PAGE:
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    Reconstructing and understanding the impacts of storms and surges, southern North Sea

    UNSPECIFIED (2016) Reconstructing and understanding the impacts of storms and surges, southern North Sea. Earth Surface Processes and Landforms 41 (6), pp. 855-864. ISSN 0197-9337.

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    Abstract

    Coastal barriers are ubiquitous globally and provide a vital protective role to valuable landforms, habitats and communities located to landward. They are, however, vulnerable to extreme water levels and storm wave impacts. A detailed record of sub-annual to annual; decadal; and centennial rates of shoreline retreat in frontages characterised by both high (>3 m) and low (<1 m) dunes is established for a barrier island on the UK east coast. For four storms (2006 – 2013) we match still water levels and peak significant wave heights against shoreline change at high levels of spatial densification. The results suggest that, at least in the short-term, shoreline retreat, of typically 5 – 8 m, is primarily driven by individual events, separated by varying periods of barrier stasis. Over decadal timescales, significant inter-decadal changes can be seen in both barrier onshore retreat rates and in barrier extension rates alongshore. Whilst the alongshore variability in barrier migration seen in the short-term remains at the decadal scale, shoreline change at the centennial stage shows little alongshore variability between a region of barrier retreat (at 1.15 m a−1) and one of barrier extension. A data-mining approach, synchronising all the variables that drive shoreline change (still water level, timing of high spring tides and peak significant wave heights), is an essential requirement for validating models that predict future shoreline responses under changing sea level and storminess.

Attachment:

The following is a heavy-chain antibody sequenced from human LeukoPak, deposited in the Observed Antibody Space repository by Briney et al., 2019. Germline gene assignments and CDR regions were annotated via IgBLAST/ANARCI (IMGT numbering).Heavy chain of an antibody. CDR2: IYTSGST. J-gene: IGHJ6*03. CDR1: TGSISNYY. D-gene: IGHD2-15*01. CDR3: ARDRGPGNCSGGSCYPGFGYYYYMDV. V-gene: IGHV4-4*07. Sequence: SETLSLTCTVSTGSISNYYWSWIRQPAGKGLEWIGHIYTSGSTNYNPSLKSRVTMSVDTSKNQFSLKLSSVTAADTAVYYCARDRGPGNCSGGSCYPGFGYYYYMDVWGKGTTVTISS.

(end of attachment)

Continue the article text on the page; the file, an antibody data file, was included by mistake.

Metadata

    Item Type: Article
    Keyword(s) / Subject(s): coastal storms, barrier island dynamics, storm waves, surge residuals, shoreline retreat, DSAS
    School: Birkbeck Schools and Departments > School of Social Sciences, History and Philosophy > Department of Geography
    Depositing User: Administrator
    Date Deposited: 20 Jan 2016 11:45
    Last Modified: 22 Aug 2019 10:11
    URI: http://eprints.bbk.ac.uk/id/eprint/14040

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